López explained which measures had been adopted by Latin American governments so far in order to improve prison conditions during the pandemic. She noted how decongestion measures to address overcrowding were initiated by governments, but they lacked corresponding processes to assist people who were recently released, such as help obtaining employment and housing. She pointed out how greater interinstitutional cooperation was needed in order to create more sustainable policies that incorporated views from torture prevention mechanisms, people deprived of their liberty and their families, and local advocacy groups. Both López and Romero agreed that the pandemic highlighted the necessity to create preventive and not reactive measures to improve prison conditions. Romero argued that the pandemic showed that it is necessary to think of imprisonment beyond the first and only penal measure, as overcrowding has been well-documented to violate human rights and severely endanger the public health of its community. She noted that many of the people who were released early due to policies implemented in the pandemic should not have been imprisoned in the first place. Alvarado pointed out some measures that had been implemented by some countries in the region, such as establishing a more rigorous visiting protocol, including temperature checks, and taking advantage of technological tools for telemedicine and virtual education, which were successful in preventing the spread of Covid as well as allowing prisoners to have social contacts, essential to their rehabilitation and engagement.

As many of these measures require considerable political will, Camilleri asked Romero about the political cost of implementing prison reform, and how these costs could affect future progress. Romero explained that prisons, in general, are the “last priority” for the government, as public opinion tends to center on the punitive rather than reformative aspect of prisons. She emphasized how necessary it is to center human rights in any prison policy, and how important it is to educate the public on why imprisonment is not and should not be the only way for citizens who do not present a risk to others to serve out a sentence. She encouraged governments to market these policies as ones that ultimately benefit the entire community, reiterating that “prison health is public health”, and that preventing prisons from being overwhelmed is overall beneficial to the general public health systems.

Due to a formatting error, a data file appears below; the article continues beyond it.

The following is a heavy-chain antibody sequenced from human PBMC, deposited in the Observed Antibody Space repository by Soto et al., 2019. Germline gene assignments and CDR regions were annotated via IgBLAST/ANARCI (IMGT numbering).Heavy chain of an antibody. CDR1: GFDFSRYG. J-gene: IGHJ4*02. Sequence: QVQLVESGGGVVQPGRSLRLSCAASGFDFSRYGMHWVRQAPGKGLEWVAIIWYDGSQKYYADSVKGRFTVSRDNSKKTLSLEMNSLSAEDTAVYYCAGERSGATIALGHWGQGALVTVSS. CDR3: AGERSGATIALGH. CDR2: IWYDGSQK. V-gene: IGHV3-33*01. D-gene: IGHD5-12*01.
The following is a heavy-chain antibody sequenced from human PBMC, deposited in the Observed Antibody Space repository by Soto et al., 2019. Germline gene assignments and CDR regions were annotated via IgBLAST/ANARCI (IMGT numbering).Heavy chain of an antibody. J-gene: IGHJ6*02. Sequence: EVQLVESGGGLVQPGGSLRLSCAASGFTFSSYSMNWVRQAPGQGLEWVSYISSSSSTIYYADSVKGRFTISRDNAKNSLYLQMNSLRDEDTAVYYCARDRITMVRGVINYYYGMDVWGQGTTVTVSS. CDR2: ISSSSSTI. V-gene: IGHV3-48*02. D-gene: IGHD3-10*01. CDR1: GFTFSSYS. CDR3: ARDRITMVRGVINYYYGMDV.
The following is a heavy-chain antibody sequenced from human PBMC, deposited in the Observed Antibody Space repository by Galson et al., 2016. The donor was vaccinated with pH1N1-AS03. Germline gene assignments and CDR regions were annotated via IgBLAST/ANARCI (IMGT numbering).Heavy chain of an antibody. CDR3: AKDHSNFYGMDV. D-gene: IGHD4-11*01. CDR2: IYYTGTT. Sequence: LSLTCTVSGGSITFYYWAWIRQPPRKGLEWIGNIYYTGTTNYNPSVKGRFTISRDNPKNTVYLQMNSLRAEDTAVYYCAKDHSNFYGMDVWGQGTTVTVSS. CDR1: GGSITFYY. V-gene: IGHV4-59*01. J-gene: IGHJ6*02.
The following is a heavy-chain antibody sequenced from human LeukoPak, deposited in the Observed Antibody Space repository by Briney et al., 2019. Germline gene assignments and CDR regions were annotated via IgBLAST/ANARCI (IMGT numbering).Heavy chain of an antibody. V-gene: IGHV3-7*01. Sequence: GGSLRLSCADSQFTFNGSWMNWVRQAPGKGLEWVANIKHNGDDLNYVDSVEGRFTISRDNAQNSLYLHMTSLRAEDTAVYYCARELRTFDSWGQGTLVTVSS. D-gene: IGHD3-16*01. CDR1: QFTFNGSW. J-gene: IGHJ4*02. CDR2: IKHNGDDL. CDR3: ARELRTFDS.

Finally, the panel discussed ways that governments, civil society groups, and international organizations can join efforts to improve the systematic weaknesses in prison systems. Silva pointed out how prison administrators are overall administrative and not political bodies, and how channeling political will via awareness campaigns as well as framing reducing overcrowding as a public health issue could support administrators’ more ambitious reform goals. Romero highlighted how international organizations have already played a crucial role in advocating for people deprived of their liberty during the pandemic, and that they should have further collaborations with civil society groups and governments to create comprehensive policies that address human rights concerns in the near future. Romero ended the panel on a positive note, remarking that “if every crisis is an opportunity, our experience during the last year shows that measures that have been taken in response to this crisis have enormous potential to do more good if we maintain them”.